Logitech MX Revolution laser mouse reviewed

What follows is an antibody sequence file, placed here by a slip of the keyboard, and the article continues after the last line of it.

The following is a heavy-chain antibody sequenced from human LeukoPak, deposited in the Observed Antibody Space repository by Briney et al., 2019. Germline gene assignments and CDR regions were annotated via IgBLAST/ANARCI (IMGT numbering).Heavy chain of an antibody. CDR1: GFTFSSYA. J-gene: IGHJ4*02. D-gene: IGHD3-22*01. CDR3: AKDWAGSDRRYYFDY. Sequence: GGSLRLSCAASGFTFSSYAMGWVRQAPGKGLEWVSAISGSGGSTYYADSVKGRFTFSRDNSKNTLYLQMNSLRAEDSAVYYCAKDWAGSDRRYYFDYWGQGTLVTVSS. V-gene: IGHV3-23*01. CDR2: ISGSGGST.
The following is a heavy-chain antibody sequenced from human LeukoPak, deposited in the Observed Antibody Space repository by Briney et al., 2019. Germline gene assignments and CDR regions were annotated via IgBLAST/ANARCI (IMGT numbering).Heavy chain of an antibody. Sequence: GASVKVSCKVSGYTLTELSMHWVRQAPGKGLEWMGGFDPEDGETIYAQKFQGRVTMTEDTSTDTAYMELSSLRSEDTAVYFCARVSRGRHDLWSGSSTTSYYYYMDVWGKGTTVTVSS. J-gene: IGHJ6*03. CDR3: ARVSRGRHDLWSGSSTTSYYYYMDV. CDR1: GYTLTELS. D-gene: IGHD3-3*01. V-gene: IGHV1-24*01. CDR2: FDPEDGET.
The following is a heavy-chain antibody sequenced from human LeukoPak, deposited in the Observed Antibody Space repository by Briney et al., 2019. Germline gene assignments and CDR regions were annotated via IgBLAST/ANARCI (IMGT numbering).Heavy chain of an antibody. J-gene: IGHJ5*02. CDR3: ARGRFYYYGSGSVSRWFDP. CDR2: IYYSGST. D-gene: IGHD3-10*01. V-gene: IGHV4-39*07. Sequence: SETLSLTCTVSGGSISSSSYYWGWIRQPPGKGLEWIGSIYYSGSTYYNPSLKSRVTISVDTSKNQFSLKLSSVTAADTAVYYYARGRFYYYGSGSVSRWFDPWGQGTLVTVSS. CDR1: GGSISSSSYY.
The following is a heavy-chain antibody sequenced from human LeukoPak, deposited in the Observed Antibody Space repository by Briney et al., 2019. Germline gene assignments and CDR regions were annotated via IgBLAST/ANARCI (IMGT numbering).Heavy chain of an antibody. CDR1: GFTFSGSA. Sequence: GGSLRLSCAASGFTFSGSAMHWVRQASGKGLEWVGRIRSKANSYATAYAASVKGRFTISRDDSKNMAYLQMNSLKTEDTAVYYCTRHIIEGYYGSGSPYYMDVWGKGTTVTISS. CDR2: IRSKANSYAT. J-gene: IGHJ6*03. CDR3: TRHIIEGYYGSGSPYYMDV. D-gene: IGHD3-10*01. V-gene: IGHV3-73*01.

The most telling line from ExtremeTech's review of the $99.99 Logitech MX Revolution mouse -- which we also got our hands upon recently -- is: "The MX [comes] with a learning curve". The reason for this? An inordinate number of features that results in a mouse that takes some getting used to. Starting with the scroll wheel, Logitech has devised a way of integrating both the ratcheted type of scroll with the free-spin variety: by default, the mouse will switch between the two modes depending on how fast the user is scrolling. Users can tweak the speed at which the mouse will switch into free-spin mode, and yes, there's a ratcheted only option. The next notably new feature is the "document flip", a second scroll wheel located just above the thumb rest that functions as an application switcher if you decide not to change the software settings. Finally, there's a dedicated search button on the top of the mouse that will either, a) start an internet search for a selected word or, if you don't have anything selected, will b) take you to the homepage of your preferred search engine. In practice, the reviewer found the new features to be in need of a little polish: the scroll wheel was a little too eager to switch into free-spin mode (and doesn't double as a middle mouse button), the document flip felt a little redundant, and the one touch search button bugged-out a few times. Underneath all the features is a relatively basic, multi-buttoned cordless laser mouse -- the 800 DPI sensitivity is nothing to write home about -- but the ergonomics and design live up to the high standards we've come to expect from Logitech. The reviewer concludes that the extra features probably aren't necessary, but could in the long term increase user productivity if prospective buyers spend some time customizing the button functions and getting used to the new features. If you think you can do without the new features, you might consider picking up one of Logitech's other no-frills gaming mice, which feature much higher sensitivities and equal, if not lower, prices.
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